The geographic representativeness of the selected stations was evaluated by comparing land-cover and population characteristics of the cataloging units containing the selected stations with the same characteristics collectively for all the cataloging units in the conterminous United States. The comparison for one constituent, dissolved solids, with the conterminous United States is shown below.
Among the six constituents, the land-cover and population characteristics of the selected cataloging units were virtually identical. Also, the land-cover characteristics of the selected cataloging units closely resemble those for the conterminous United States as a whole, but the population density of the selected cataloging units is slightly higher than for the Nation. Although there are 2,111 cataloging units in the conterminous United States, land-cover data were not available for 3 of the cataloging units; in addition, 9 of the units are lakes that have only water as the land cover. Therefore, all land-cover and population analyses for this article were done on 2,099 cataloging units. The population data are from U.S. Bureau of the Census (1991), and the land-cover data are from K.D. Cavett (U.S. Department of Agriculture, National Agricultural Statistics Service, written commun., 1990) and the U.S. Soil Conservation Service (1989).
Also, to provide a basis for analyzing the chemical, physical, and sanitary indicators by land use in this article, the cataloging units were grouped into four major land uses--agriculture (which is subdivided into wheat, corn and soybeans, and mixed), urban, forest, and range. This land-use classification was based on population density, land-cover characteristics, crop type, and total surface- and ground-water withdrawals for domestic use (fig. 37). Stations in cataloging units not meeting the criteria for any of the land-use classes were not included in these analyses. Note that this land-use classification is unique to this article and does not parallel the land-use classification used in the State summaries in this volume.
Toxic trace elements and pesticides in finfish tissue. -- The stations where finfish were collected by the FWS for analysis are located on the Great Lakes and major rivers of the United States and generally are representative of stream basins larger than about 5,000 square miles. In this article, concentrations data for selected trace element and organic compounds are summarized for the 113 monitoring stations in the conterminous United States and the Great Lakes.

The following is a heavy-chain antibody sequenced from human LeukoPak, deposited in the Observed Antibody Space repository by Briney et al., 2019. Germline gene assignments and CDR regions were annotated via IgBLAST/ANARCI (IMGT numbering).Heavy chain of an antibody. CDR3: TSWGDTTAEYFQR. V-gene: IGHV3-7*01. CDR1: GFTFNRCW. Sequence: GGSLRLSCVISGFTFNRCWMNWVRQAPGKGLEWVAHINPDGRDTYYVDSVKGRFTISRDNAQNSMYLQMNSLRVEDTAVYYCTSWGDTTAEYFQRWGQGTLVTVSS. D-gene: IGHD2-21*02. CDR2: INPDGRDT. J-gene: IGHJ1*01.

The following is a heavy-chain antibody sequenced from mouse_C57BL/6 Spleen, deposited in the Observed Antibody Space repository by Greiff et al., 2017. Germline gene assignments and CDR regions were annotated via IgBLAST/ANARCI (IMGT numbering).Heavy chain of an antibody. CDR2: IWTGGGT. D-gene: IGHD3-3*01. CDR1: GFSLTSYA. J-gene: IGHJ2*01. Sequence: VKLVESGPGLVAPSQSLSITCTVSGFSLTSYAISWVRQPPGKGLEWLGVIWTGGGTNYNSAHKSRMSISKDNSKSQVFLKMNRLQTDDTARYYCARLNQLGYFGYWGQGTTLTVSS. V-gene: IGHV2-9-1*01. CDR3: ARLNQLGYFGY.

Regional analyses of chemical, physical, and sanitary indicators include comparisons of (a) the concentrations of dissolved oxygen, fecal coliform bacteria, dissolved solids, nitrate, total phosphorus, and suspended sediment in stream basins classified by land use, (b) the load of nitrate, total phosphorus, and suspended sediment transported to reservoirs and coastal waters from large regions and from basins classified by land use, and (c) the concentrations of chloride, sulfate, and hardness and an index of corrosivity (based on pH, temperature, alkalinity, and calcium) in stream basins classified according to domestic, industrial, and irrigation water use. These regional analyses are based on data from one station per cataloging unit from the set of about 1,400 water-quality monitoring stations referred to above in the section "National Analyses." The information on nitrate, total-phosphorus, and suspended-sediment loads is presented for 14 regions compiled from the 18 water-resources regions in the conterminous United States. (For maps showing the 18 water-resources regions, see Seaber and others, 1987, and the "Supplemental Information" part of this volume.) A regional analysis also is presented for herbicide concentrations in a 10-State agricultural region of the Midwest and for herbicide transport for the Mississippi River and its major tributaries.